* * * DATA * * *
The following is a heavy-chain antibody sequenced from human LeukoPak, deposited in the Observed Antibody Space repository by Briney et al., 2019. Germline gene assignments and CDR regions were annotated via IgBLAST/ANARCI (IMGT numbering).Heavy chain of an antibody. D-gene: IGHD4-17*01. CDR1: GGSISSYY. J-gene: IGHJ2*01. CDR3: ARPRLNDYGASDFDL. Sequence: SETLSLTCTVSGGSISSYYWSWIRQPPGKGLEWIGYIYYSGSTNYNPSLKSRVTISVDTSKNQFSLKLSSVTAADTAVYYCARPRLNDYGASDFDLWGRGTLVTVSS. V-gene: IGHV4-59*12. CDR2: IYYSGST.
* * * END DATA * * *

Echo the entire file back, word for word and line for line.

The following is a heavy-chain antibody sequenced from human LeukoPak, deposited in the Observed Antibody Space repository by Briney et al., 2019. Germline gene assignments and CDR regions were annotated via IgBLAST/ANARCI (IMGT numbering).Heavy chain of an antibody. D-gene: IGHD4-17*01. CDR1: GGSISSYY. J-gene: IGHJ2*01. CDR3: ARPRLNDYGASDFDL. Sequence: SETLSLTCTVSGGSISSYYWSWIRQPPGKGLEWIGYIYYSGSTNYNPSLKSRVTISVDTSKNQFSLKLSSVTAADTAVYYCARPRLNDYGASDFDLWGRGTLVTVSS. V-gene: IGHV4-59*12. CDR2: IYYSGST.